Why does this photo look strange?

denniscloutier

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I recently got the Olympus 45mm 1.8 to use with my EPL2. I was out playing with it on an overcast day and I shot the attached photo. I was looking upwards into fairly bright clouds and trying to expose for the branches. As a result the background was very overexposed.

I was shooting 1/1250 of a second at F1.8 and an ISO of 200.

The branch I focused on looks reasonably sharp, and the colour looks fairly accurate. But the branches behind the focal plane have a green tinge. There also appears to be fringing around the branches. I don't know how well this is coming through on the jpeg but it is very evident when I look at the RAW file in Lightroom.

Can anyone tell me what is causing this strange effect?

Also, if anyone can tell me how to get rid of the two extra copies of the photo in the post, that would be appreciated too!

Thanks,
Dennis
 

supermaxv

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I see some purple fringing in the front and green fringing in the back, that looks like chromatic aberration to me.
 

denniscloutier

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I thought of chromatic aberration too, but I thought that was mainly a problem with short lenses? This was shot with a short telephoto, and most people seem to think that the Oly 45 1.8 is a good lens.
 

Markb

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It looks like chromatic aberration to me too. Try processing your raw file in Olympus Viewer. You can apply the in camera corrections in the raw developer and see if it makes a difference. I can't help with Lightroom.
 

supermaxv

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I thought of chromatic aberration too, but I thought that was mainly a problem with short lenses? This was shot with a short telephoto, and most people seem to think that the Oly 45 1.8 is a good lens.
If you do some googling you'll see plenty of reports of this happening with this lens, particularly at wide open. Doesn't mean it isn't good though!
 

phrenic

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Yeah it happens in scenes of high contrast (ie sky backlighting).
 

FastCorner

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If you look at pictures that people take of a LensAlign, you'll see the B&W alignment patterns they use show a magenta/green fringe depending on whether you're looking fore or aft of the focus point. While not desirable, this behavior is not atypical and basically what you're seeing here.

For these shots, you can convert to B&W and workaround the issue. :)
 

denniscloutier

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Thanks for your help. These images aren't keepers, but I was curious as to what was going on.

This is my first fast prime lens, so I have never run into this before.

Thanks all.

Dennis
 

rpress

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This is a classic example of longitudinal chromatic aberration (LCA); there are different focal planes for different colors. This is particularly hard to correct in post. Stopping down the aperture will help a lot.

Transverse chromatic aberration (TCA) is a lot easier to fix, and the Panasonic bodies/lenses correct for this automatically.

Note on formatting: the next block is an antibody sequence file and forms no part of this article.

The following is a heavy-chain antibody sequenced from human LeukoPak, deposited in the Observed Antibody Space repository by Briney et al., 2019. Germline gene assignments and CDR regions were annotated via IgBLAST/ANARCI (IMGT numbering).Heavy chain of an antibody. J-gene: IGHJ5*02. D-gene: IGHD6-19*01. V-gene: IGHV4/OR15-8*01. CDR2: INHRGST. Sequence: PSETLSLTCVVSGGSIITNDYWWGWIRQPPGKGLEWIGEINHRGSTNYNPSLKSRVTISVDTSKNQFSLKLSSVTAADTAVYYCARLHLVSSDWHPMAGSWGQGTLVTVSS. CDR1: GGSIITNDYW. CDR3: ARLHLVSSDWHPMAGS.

QualityBuiltIn

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It's not a fault or sign of poor lens quality, just a manifestation of the laws of physics; light with shorter wavelengths comes to a focus in front of the sensor while longer wavelengths try to focus behind the sensor. Same thing happens in your eye, just replace the word 'sensor' with 'retina'. Thing is nature would have stopped your pupil diameter way down under those lighting conditions.
 

RobWatson

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It's not a fault or sign of poor lens quality, just a manifestation of the laws of physics; light with shorter wavelengths comes to a focus in front of the sensor while longer wavelengths try to focus behind the sensor. Same thing happens in your eye, just replace the word 'sensor' with 'retina'. Thing is nature would have stopped your pupil diameter way down under those lighting conditions.
Better/different lens design would accomodate more wavelengths for proper correction and eliminate the CA. These capabilities are limited to a large extent by materials and tend to be expensive. Also the lens design may be free of CA entirely (like a mirror system ala newtonian, etc) but then other abberrations become a problem.
 

dhazeghi

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I thought of chromatic aberration too, but I thought that was mainly a problem with short lenses? This was shot with a short telephoto, and most people seem to think that the Oly 45 1.8 is a good lens.
Longitudinal CA is fairly common with fast lenses at wide apertures. This looks pretty typical. Edges with harsh transitions tend to bring out the worse.

Lateral CA is less specific to aperture, and is common among wide angles, though it can be seen with other lenses too.

The bad news is that while lateral CA can be automatically fixed in most post-processing software, longitudinal CA usually requires a fair amount of manual intervention.

DH
 

dixeyk

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Shallow DOF, must be shot wide open, high contrast...looks like CA to me as well.
 
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